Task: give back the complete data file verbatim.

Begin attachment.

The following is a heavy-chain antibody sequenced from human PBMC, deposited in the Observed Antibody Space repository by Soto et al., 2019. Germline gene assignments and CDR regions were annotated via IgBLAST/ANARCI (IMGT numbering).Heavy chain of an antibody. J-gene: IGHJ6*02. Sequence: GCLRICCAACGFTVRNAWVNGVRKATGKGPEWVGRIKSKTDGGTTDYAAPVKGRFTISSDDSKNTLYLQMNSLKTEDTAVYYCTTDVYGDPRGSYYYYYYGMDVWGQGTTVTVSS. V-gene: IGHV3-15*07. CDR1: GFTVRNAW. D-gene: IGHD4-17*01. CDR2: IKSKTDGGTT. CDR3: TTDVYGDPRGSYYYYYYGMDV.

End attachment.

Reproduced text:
The following is a heavy-chain antibody sequenced from human PBMC, deposited in the Observed Antibody Space repository by Soto et al., 2019. Germline gene assignments and CDR regions were annotated via IgBLAST/ANARCI (IMGT numbering).Heavy chain of an antibody. J-gene: IGHJ6*02. Sequence: GCLRICCAACGFTVRNAWVNGVRKATGKGPEWVGRIKSKTDGGTTDYAAPVKGRFTISSDDSKNTLYLQMNSLKTEDTAVYYCTTDVYGDPRGSYYYYYYGMDVWGQGTTVTVSS. V-gene: IGHV3-15*07. CDR1: GFTVRNAW. D-gene: IGHD4-17*01. CDR2: IKSKTDGGTT. CDR3: TTDVYGDPRGSYYYYYYGMDV.